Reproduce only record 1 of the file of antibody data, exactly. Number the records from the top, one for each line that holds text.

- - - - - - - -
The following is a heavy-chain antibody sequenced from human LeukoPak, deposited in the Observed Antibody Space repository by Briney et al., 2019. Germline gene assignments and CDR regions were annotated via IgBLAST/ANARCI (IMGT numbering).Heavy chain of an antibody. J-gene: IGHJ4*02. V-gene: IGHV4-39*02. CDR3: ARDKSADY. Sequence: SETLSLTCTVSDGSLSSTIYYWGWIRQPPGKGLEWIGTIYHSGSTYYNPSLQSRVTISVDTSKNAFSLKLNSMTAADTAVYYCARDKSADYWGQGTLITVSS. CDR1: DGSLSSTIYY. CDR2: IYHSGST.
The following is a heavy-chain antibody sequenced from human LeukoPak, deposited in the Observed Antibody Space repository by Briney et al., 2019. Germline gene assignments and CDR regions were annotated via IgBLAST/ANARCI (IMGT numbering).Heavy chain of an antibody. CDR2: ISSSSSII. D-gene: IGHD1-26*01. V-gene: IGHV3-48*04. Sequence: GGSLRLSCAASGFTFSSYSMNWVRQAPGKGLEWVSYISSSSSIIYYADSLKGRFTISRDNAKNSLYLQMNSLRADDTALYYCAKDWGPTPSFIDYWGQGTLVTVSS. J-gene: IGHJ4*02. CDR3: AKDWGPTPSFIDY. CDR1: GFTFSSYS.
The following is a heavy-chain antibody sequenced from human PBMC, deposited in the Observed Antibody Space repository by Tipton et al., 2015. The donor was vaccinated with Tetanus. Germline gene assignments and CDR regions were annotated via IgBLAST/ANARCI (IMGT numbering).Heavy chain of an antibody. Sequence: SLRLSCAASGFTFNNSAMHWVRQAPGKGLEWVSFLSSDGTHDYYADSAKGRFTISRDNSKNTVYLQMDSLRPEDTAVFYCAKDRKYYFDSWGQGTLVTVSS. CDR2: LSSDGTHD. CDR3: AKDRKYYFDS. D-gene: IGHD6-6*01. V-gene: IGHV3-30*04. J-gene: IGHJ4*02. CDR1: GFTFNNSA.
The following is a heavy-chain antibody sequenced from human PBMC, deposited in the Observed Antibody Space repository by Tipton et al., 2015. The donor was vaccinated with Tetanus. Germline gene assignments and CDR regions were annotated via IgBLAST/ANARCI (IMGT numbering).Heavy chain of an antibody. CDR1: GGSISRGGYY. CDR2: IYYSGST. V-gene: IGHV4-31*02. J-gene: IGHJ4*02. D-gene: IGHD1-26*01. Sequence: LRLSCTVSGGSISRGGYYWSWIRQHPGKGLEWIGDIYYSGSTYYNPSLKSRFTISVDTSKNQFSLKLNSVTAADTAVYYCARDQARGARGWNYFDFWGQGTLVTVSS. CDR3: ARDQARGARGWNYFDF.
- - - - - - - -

The following is a heavy-chain antibody sequenced from human LeukoPak, deposited in the Observed Antibody Space repository by Briney et al., 2019. Germline gene assignments and CDR regions were annotated via IgBLAST/ANARCI (IMGT numbering).Heavy chain of an antibody. J-gene: IGHJ4*02. V-gene: IGHV4-39*02. CDR3: ARDKSADY. Sequence: SETLSLTCTVSDGSLSSTIYYWGWIRQPPGKGLEWIGTIYHSGSTYYNPSLQSRVTISVDTSKNAFSLKLNSMTAADTAVYYCARDKSADYWGQGTLITVSS. CDR1: DGSLSSTIYY. CDR2: IYHSGST.